Romancing the Stone was a big deal back in 1984. It saw producer and star Michael Douglas try his hand at a broad action-adventure film, clearly riffing upon the success of the Indiana Jones films. It marked the commercial breakout of director Robert Zemeckis, leading to subsequent hits like Back to the Future, Who Framed Roger Rabbit?, and Contact. In a particularly competitive year, which included such hits as Beverly Hills Cop, Gremlins, and Indiana Jones and the Temple of Doom, Romancing the Stone came out the eighth highest-grossing film in North America.
Kathleen Turner plays Joan Wilder, a romance novelist who rushes to Colombia to rescue her kidnapped sister – only to find herself lost in the South American jungle with rogue Jack Colton (Michael Douglas) and on the hunt for a priceless hidden gemstone.
While Michael Douglas may be the nominal star of the film, it is ultimately Kathleen Turner’s movie. She benefits from a wonderfully funny screenplay by Diane Thomas, and grabs her character with palpable enthusiasm. Wilder is a classic fish-out-of-water character, but the film gives her a frantic sort of panicky courage as she gets chased fown, shot at, and threatened with being fed to alligators. When film fans recollect the great action heroines of the 1980s – Ellen Ripley, Princess Leia, Sarah Connor – it is unfair that they more often than not forget about poor Joan Wilder.
There is a self-awareness to Wilder’s predicament that also gives the movie an extra layer of entertainment. She writes romantic adventure stories for a living, and of course falls right into one in real life. Her rescuer and companion Jack Colton is a thinly drawn caricature. Douglas plays him well, but there is not any real depth provided here. It is clearly Douglas’ attempt at playing an Indiana Jones-style adventurer, but without any distinctive character notes it simply comes across as pleasing but transparent. Douglas is captured at a mid-point in his career, shifting from acclaimed dramas to commercial hits in a move that typifies his role choices for the next decade or so. He is far from his best here, but simultaneously is at his most charming. Danny DeVito has a small but funny role as an antiquities smuggler named Ralph. While entertaining when on-screen he is under-served by the script.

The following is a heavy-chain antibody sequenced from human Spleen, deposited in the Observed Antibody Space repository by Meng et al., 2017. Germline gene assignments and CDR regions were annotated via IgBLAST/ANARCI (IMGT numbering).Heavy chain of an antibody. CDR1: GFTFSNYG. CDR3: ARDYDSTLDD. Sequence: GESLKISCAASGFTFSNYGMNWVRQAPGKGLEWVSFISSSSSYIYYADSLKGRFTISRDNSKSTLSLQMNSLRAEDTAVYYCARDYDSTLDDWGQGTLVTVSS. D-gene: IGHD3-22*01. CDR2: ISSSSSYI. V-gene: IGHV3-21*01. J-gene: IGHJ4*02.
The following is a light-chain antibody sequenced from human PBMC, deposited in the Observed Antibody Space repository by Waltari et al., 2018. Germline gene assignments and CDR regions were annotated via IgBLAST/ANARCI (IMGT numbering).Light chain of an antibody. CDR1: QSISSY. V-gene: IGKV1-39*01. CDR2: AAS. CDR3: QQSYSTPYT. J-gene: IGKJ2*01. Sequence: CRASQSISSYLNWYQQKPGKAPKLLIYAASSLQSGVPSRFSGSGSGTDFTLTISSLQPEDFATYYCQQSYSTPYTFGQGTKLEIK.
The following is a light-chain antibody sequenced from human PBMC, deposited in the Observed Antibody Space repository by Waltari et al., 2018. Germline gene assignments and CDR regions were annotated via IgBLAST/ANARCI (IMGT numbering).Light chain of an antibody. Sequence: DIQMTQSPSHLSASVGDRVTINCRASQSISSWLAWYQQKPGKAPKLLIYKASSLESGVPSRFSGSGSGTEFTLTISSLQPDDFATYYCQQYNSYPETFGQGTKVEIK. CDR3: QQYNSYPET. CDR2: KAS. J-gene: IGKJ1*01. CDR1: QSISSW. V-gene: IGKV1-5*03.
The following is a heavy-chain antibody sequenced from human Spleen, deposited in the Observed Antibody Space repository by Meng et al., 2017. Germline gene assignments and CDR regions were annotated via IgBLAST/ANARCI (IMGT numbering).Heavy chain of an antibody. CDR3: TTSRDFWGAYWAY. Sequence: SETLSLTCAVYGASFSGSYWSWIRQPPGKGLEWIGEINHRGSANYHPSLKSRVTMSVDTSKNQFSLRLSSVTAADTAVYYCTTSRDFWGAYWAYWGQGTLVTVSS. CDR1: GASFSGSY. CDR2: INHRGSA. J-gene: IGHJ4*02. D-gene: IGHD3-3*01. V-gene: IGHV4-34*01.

Every other character is either a plot cypher or a mildly racist caricature. Colombia is portrayed as a lawless jungle of machete-wielding thugs and gun-toting criminals, which dates the film faster than it possibly deserves. The narrative is flimsy and fails to capture the old-time adventure tropes that Steven Spielberg’s Raiders of the Lost Ark (1980) achieved with such elan. Douglas’ character emerges a little too obviously as a white saviour in a country of threatening brown people; those of us who saw the film upon original release will probably cut it some slack for that – it is almost 40 years old – but viewers coming to the film fresh will find it rather egregious.
Ultimately the shortcomings do not seem to matter so much. Turner and Douglas carry the film through a sheer force of charisma. Alan Silvestri’s musical score perfects the intended tone, and Zemeckis’ direction displays a rare visual eye for action and spectacle. It may be the sub-standard cousin of better adventure movies, but it is still a rollicking good time. This is the kind of adventure tailored to be watched on a rainy afternoon.